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Biff America: Something to sing about

The Christmas carolers were only a few words into “Oh Come All Ye Faithful” when one of them noticed my pants had fallen down. The last thing I wanted for Christmas was hernia surgery. But you know what they say, don’t ask “Why me?” ask “Why not me?”

That said, about a week before the holiday, I went in to have a couple of hernias fixed. A layman’s explanation of a hernia is when the wall of your stomach lining develops a hole and some stuff inside you tries to escape through it.

It began in early December, when my personal physician, Dr. Louie, gave me the bad news that one of my imaginary illnesses was, in fact, real. Since my HMO only would cover an operation performed by a left-handed doctor with blonde hair whose practice was 10 zip codes away, I drove to the Mile High City for an evaluation and second opinion.



‘Be My Guest’

For those of you who have never had a hernia exam, usually you are standing, with pants at half-mast, as the physician pokes a finger in your “groinal region” (medical term — look it up) and asks to turn your head and cough. Lucky for me, this doctor was being shadowed by two medical students, so after he determined that I did, in fact, have a hernia, he asked if they, too, could probe me.



It being the holiday season, I said, “Be my guest.” To be honest, my gesture was both charitable and self-serving — yes, I was sharing my hernia with a couple of med students, but I was also getting three exams for the price of one.

Once we all got to know each other a little better, the two med students poked me while requesting I cough. The problem was that each approached me from an opposing side (one must have been a south paw), so when I turned my head away from one, I was coughing in the face of the other.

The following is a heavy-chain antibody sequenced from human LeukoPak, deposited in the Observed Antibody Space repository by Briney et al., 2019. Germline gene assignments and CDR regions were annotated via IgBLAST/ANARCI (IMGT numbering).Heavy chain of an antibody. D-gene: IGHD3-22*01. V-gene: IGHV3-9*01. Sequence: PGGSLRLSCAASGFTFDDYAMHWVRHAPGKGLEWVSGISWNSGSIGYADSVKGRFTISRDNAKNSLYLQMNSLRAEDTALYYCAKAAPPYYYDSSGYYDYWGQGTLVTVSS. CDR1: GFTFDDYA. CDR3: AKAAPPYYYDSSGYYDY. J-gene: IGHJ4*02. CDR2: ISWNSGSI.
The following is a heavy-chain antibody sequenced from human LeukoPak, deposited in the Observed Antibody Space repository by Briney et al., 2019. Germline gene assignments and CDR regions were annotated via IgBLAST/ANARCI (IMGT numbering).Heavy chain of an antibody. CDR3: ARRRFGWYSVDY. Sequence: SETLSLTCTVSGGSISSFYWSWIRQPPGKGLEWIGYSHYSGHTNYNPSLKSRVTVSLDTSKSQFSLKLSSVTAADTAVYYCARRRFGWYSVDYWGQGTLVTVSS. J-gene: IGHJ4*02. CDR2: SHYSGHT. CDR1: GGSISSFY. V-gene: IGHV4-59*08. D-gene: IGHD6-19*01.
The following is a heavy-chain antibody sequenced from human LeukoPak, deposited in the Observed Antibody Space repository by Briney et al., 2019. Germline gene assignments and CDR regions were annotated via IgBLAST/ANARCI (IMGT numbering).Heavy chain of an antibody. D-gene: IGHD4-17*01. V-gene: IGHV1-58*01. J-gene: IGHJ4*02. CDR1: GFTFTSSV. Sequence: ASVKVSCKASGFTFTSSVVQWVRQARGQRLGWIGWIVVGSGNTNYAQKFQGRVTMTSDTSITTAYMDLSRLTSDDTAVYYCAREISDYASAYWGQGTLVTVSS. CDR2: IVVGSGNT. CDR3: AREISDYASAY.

Fast and Painless



So, foreplay over, I made a reservation to have my belly patched a week later. We drove down the night before and stayed in a romantic hotel, which had a deal worked out with the hospital. The surgery was in early morning and took less time than my drive to Denver; it was fast and painless.

We arrived back home early afternoon to find two delivery notices from FedEx on our door. I had ordered my mate a Christmas gift that required a signature. Now, I don’t want to point fingers, but both FedEx and the pain medication are partly responsible for my flashing the Christmas carolers.

Under the Influence

The following day, I was in a lot of pain and was walking bent over like Quasimodo (hunch back of Notre Dame). Luckily, I had a freezer full of ice and a bucket full of pain pills. Since I was in excruciating discomfort, my mate took the morning off from skiing. She left early afternoon with me lying on the couch, with my lap packed with ice and instructions not to email, Facebook or call anyone while under the influence of narcotics.

My placement on the couch was strategic because I wanted to be close to the door when FedEx came for the third time to drop of Ellie’s new iPad. If we missed signing for the package on this third delivery, then we would have to drive to the mother ship to pick it up. The ringing of the doorbell awoke me. I lurched toward the door while pulling my sweat pants over the three ice packs. I wasn’t sure how long I was out, but it had gotten dark.

Communication is Key

Unbeknown to me, my mate had been home for a couple of hours and already signed for the package. She decided to let me sleep and was in another part of the house. I threw open the door to find a group of serenading neighbors. It took a few moments in my drug-addled state to realize what exactly was happening. When I scratched my head in confusion, my pants headed south. I tried to grab the waistband, but my reflexes were slow and all three ice packs had collected at my thighs, thus binding trousers. Luckily, I was wearing long underwear under my sweats.

I could not really tell if the carolers stopped singing or I lost my hearing, but it did get quiet on the front porch. I felt Ellie’s hands on my shoulder as she steered me back to the couch. She went back outside and I heard them all laughing — I’m sure at my expense.

Before I dozed off again, I heard them singing “Chestnuts Roasting on an Open Fire” …

Jeffrey Bergeron, under the alias of Biff America, can be read in several newspapers and magazines. He can be reached at biffbreck@yahoo.com. Biff’s new book “Mind, Body, Soul” is available at local shops and bookstores and at backcountrymagazine.com/store.


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